US 6245720 B1
Synthetic lubricant compositions having several unique performance advantages over known lubricants are provided. The presently claimed compositions are either clear or translucent to white and non-staining. In addition, they have absolutely no odor, are non-toxic, and all ingredients are USDA approved. Finally, they retain their high-performance characteristics through a temperature range of about −40° F. up to about 550° F.
1. A high-temperature, synthetic lubricant composition comprising 33-81 wt % hydrogenated poly-α-olefins, 2-4 wt % styrene-ethylene/propylene copolymer, 1-60 wt % petroleum hydrocarbons, 5-10 wt % fumed silica, 2-5 wt % propylene glycol, and 1-5 wt % PTFE.
2. The high-temperature, synthetic lubricant composition as claimed in claim 1 further comprising 2-5 wt % polybutane.
3. A method for manufacturing a high-temperature, synthetic lubricant composition, the method comprising the following steps:
(a) heating 33-81 wt % hydrogenated poly-α-olefin to about 240° F.;
(b) adding 2-4 wt % styrene-ethylene/propylene copolymer to said heated hydrogenated poly-α-olefin;
(c) mixing the above ingredients under low agitation until the styrene-ethylene/propylene copolymer is dissolved;
(d) straining the resultant solution through a 100 micron mesh filter bag;
(e) slowly adding 1-60 wt % petroleum hydrocarbons and mixing the composition for an additional 15 minutes under low agitation;
(f) adding 1-5 wt % PTFE and mixing the composition for an additional 10 minutes under low agitation;
(g) verifying that the temperature of the composition is 125° F.
(h) slowly adding 5-10 wt % fumed silica to the above mixture;
(i) Adding 2-5 wt % polypropylene glycol to the above mixture while mixing the composition under low agitation;
(j) filtration of the thoroughly mixed composition through a Cornell Versator.
4. The method as claimed in claim 3 further comprising addition of 2-5 wt % polybutane in step (e).
This application claims the benefit of Provisional Application No. 60/132,827 filed May 6, 1999.
This invention relates to high-temperature synthetic lubricious compositions that are suitable for use in operations including the processing and preparation of foodstuffs.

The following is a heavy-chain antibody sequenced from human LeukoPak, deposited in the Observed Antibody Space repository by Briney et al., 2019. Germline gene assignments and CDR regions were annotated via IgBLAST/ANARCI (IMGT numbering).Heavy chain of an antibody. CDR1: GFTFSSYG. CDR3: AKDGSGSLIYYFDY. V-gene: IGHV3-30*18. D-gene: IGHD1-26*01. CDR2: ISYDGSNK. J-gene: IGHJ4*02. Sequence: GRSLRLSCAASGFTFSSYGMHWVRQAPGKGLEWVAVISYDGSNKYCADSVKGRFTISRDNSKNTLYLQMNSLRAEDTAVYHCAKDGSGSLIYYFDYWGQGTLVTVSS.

A wide variety of industrial and mechanical apparati require lubrication of their moving parts to prevent premature wear and failure of the equipment. Natural lubricants, such as animal and vegetable fats, oils, and greases have been known for millennia. However, as the industrial age arrived, these were found not to be suitable in the high temperature, high pressure conditions experienced in the machinery being developed. Petroleum-based lubricants have been known for over a century and have been developed for many such applications. However, the cost of locating, extracting, and refining crude oil to manufacture these lubricants, as well as limitations on their performance and durability, led to the development in this century of synthetic lubricants.
Synthetic lubricants have been developed to meet a variety of needs and have in the last twenty years gained in both their technical performance and their popularity. However, most synthetic lubricants include ingredients that are not suitable for certain applications, e.g., for use in food processing and preparation. It is highly desirable to have a cost-effective, high-performance lubricant that is approved for such uses by the United States Department of Agriculture.
In addition, process conditions play a significant role in determining both the performance and commercial acceptance of a synthetic lubricant. If the heating conditions during preparation of the lubricant are not optimal, e.g., if the lubricant is heated too much or too little or at the wrong point in the process, the lubricant can have an undesirable color or smell. One popular ingredient, Irgalube, can impart a sweet smell that is not always desirable. However, omitting this ingredient to eliminate the odor can alter the performance characteristics of the lubricant. In addition, replacement with DuPont's TeflonŽ may result in a lubricant that has an uneven consistency. Replacement with KrylonŽ (liquid TeflonŽ in an isopropyl base) may resolve the consistency problems, but the isopropyl doesn't react well at high temperatures.